Perceptions of the Neighborhood Environment and Children’s Afterschool Moderate-to-Vigorous Physical Activity

in Pediatric Exercise Science
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Previous research suggests the neighborhood environment may be an important influence on children’s physical activity (PA) behaviors; however, findings are inconsistent. The purpose of this study was to further understand the relationship between perceptions of the neighborhood environment and children’s afterschool moderate-to-vigorous PA. Utilizing a structural equation modeling technique, we tested a conceptual model linking parent and child perceptions of the neighborhood environment, parent support for PA, and child outdoor PA with children’s afterschool moderate-to vigorous PA. We found that child perception of the neighborhood environment and outdoor PA were positively associated with afterschool moderate-to-vigorous PA. In addition, parent support for PA positively influenced children’s outdoor PA. The neighborhood environment and outdoor activity appear to play an influential role on children’s afterschool PA behaviors.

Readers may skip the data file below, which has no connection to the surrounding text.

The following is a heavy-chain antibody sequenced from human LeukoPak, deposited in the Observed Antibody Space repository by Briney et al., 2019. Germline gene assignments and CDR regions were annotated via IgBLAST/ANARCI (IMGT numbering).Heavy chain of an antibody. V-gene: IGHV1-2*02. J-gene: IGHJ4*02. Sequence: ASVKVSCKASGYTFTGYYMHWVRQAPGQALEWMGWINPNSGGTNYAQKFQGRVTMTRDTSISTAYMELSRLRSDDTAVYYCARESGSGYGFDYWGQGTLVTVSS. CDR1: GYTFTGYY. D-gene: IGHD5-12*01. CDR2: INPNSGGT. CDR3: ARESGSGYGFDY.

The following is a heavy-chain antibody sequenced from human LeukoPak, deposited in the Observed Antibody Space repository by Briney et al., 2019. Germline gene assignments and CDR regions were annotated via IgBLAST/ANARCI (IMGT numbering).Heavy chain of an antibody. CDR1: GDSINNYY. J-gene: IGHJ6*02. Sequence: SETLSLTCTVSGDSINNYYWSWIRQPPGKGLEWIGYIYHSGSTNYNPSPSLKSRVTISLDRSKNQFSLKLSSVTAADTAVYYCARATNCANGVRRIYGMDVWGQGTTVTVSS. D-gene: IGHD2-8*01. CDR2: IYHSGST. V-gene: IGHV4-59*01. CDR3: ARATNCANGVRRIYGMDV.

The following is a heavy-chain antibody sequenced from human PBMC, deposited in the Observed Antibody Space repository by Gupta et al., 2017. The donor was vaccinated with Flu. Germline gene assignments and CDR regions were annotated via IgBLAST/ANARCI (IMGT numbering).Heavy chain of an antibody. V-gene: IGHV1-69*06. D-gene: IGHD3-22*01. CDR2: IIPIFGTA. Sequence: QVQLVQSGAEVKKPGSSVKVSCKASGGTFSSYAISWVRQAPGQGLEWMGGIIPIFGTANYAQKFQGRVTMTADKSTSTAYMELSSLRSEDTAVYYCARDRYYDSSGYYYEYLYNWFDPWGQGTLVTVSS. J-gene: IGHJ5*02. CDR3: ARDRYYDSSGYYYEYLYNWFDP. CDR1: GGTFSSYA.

McDonald, Dowda, and Pate are with the Dept. of Exercise Science, University of South Carolina, Columbia, SC. Colabianchi is with the Institute for Social Research, University of Michigan, Ann Arbor, MI. Porter is with the Dept. of Environmental Health Sciences, University of South Carolina, Columbia, SC. Dishman is with the Dept. of Kinesiology, University of Georgia, Athens, GA.

Address author correspondence to Samantha McDonald at